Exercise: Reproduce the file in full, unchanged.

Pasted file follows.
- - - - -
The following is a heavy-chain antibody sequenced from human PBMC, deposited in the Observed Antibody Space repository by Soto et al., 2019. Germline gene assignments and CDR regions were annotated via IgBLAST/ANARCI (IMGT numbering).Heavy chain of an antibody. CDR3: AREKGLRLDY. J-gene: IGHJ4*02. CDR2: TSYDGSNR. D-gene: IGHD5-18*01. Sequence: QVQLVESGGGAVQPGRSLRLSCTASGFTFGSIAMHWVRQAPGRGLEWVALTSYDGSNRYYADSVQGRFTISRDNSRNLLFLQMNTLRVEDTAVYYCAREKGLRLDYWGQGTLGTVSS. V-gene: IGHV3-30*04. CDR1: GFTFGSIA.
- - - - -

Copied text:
The following is a heavy-chain antibody sequenced from human PBMC, deposited in the Observed Antibody Space repository by Soto et al., 2019. Germline gene assignments and CDR regions were annotated via IgBLAST/ANARCI (IMGT numbering).Heavy chain of an antibody. CDR3: AREKGLRLDY. J-gene: IGHJ4*02. CDR2: TSYDGSNR. D-gene: IGHD5-18*01. Sequence: QVQLVESGGGAVQPGRSLRLSCTASGFTFGSIAMHWVRQAPGRGLEWVALTSYDGSNRYYADSVQGRFTISRDNSRNLLFLQMNTLRVEDTAVYYCAREKGLRLDYWGQGTLGTVSS. V-gene: IGHV3-30*04. CDR1: GFTFGSIA.